To date, my WordPress blog has received visitors from over 70 countries. Some hail from Japan, Peru, Mauritius, Brazil, Sweden, South Korea, Kuwait, Argentina, Malta, Trinidad and Tobago, Russia, Saudi Arabia, India, Australia, and Armenia. Although I am acquainted with the names of many of them, Guernsey certainly stands out as an exception.
Where in the world is Guernsey, you ask? Unlike Liechtenstein and the Vatican, it’s not a country. Unlike Singapore, it’s not a city-state, either. Lacking a princedom, it’s not a principality like Monaco. But like the Isle of Man, the Bailiwick of Guernsey is a British Crown Dependency.
Bailiwick is one of 25-50 words that I’ve always been meaning to look up, but never have. After running to the dictionary to retrieve its definition, I have learned that the Bailiwick of Guernsey–one of two Channel Islands (the Bailiwick of Jersey being the other)–is a self-governing state of the British Crown, with its own flag, currency, legislature, educational system (there are colleges, but no universities), public services, and culture.
According to its Wikipedia profile, Guernsey is 78 km2 in area (the 24th smallest place/dependency in the world)1 and has 65,345 inhabitants (per its 2012 estimate).2 Some of the Gulf Islands on the Canadian West Coast are bigger than Guernsey (as an example, Saltspring Island boasts a 182.7 km2 land area and just 10,234 inhabitants).3
For someone who lives in the largest country in the Americas (and the second-largest in the world) with a national population that can be crammed into the state of California, it’s hard to fathom such a small and densified living space. It’s like knowing everyone in your neighbourhood, as opposed to just your next-door neighbours.
Like Canada, Guernsey has English and French as its two official languages–courtesy of a joint British and Norman heritage. Although multi-culturalism has added many more tongues to Canada’s linguistic tapestry, I am fairly certain that Guernésiais, Sercquiasis, and Auregnais are not not among the more common ones spoken in the home.
Like Vancouver, the weather in Guernsey is temperate all year long, with mild winters that seldom see snow (although we had 3 consecutive days of heavy snowfall about a month ago) and cool-to-warm (but tolerable) summers, thanks to its coastal proximity.
English telephone boxes (even I know what the TARDIS machine looks like, even if I’ve only watched a handful of Dr. Who episodes) are a familiar sight in Guernsey. Guernsey uses the pound sterling, but prints and distributes its own currency (banknotes and coins) as well. It is not part of the European Union, but is treated as a member. What I find enviable about Guernsey is that it has no national (or should that be island) debt.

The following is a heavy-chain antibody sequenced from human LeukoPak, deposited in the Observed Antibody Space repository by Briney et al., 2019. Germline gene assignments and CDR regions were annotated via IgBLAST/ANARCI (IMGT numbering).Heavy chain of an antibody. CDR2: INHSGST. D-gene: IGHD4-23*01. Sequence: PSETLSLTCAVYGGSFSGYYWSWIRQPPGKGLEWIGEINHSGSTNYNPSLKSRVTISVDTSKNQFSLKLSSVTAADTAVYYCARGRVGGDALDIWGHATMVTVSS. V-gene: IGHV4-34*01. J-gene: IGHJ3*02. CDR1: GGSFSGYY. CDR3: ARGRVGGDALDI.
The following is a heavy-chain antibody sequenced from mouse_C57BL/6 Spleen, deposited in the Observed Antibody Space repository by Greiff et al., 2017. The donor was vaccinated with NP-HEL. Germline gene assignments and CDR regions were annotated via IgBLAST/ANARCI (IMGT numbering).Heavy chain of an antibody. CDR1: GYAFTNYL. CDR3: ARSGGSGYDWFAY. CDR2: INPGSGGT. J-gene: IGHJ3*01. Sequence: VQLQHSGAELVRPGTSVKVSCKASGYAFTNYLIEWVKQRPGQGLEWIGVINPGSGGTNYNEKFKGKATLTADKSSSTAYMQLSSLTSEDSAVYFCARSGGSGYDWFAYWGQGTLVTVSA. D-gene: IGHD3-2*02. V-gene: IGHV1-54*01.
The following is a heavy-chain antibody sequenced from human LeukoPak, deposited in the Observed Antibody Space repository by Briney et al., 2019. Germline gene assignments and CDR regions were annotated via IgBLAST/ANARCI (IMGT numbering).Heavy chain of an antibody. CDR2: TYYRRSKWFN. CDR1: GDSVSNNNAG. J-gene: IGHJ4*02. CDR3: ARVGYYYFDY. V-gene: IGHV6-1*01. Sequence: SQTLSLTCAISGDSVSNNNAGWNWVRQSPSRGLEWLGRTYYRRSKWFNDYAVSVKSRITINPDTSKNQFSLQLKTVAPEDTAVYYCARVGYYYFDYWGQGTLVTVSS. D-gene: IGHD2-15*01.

Guernsey has the distinct honour of having the smallest chapel in the world (which turned 100 years old earlier this year)4. Its coastline offers the adventurous soul many opportunities to enjoy outdoor activities like boating, fishing, sailing, diving, kayaking, and cycling (which sounds very much like Vancouver).
The stamp of history is in everything and everywhere you look. Guernsey’s castles, tombs, ruins, and forts speak of a rich, ancient and strategically significant maritime heritage that dates back thousands of years to ancient times.
The mild climate is conducive to a large variety of fresh, local produce from land and sea (tomatoes, grapes, asparagus, pork, veal, lobster, crab, cod, scallops — yum!!) Sound sustainability practices and an independent spirit have contributed to the economic self-sufficiency of the island.
Football (soccer to Canadians), as in many European countries, is the main sports craze in Guernsey. Other sports played in Guernsey include table tennis (which gets two thumbs up from this table tennis player), softball, golf, and cricket.
Here’s an interesting point of association between Canada and Guernsey: the adaptable, amiable Golden Guernsey cows (who, thanks to bad weather in the late 19th century, made unexpected landfall in Nova Scotia, and have been popular ever since in Canada as cattle)5. There’s even a Canadian Guernsey Association that breeds Guernsey cows for their characteristically golden-hued, creamy milk, yellow-fatted beef, and specialty cheeses.
Guernsey certainly sounds like a fascinating, friendly and beautiful place to visit. Thanks to the Guernseyian visitor (or visitors) for bringing this remarkable place to my attention!
Information/statistics have been sourced from:
1 Countries, dependencies by area (en.wikipedia.org)
2 Guernsey Wikipedia profile (en.wikipedia.org)
3 Salt Spring Island Wikipedia profile (en.wikipedia.org)
4 Smallest Chapel in the World celebrates 100 years (visitguernsey.com)
5 Canadian Guernsey Association (guernseycanada.ca)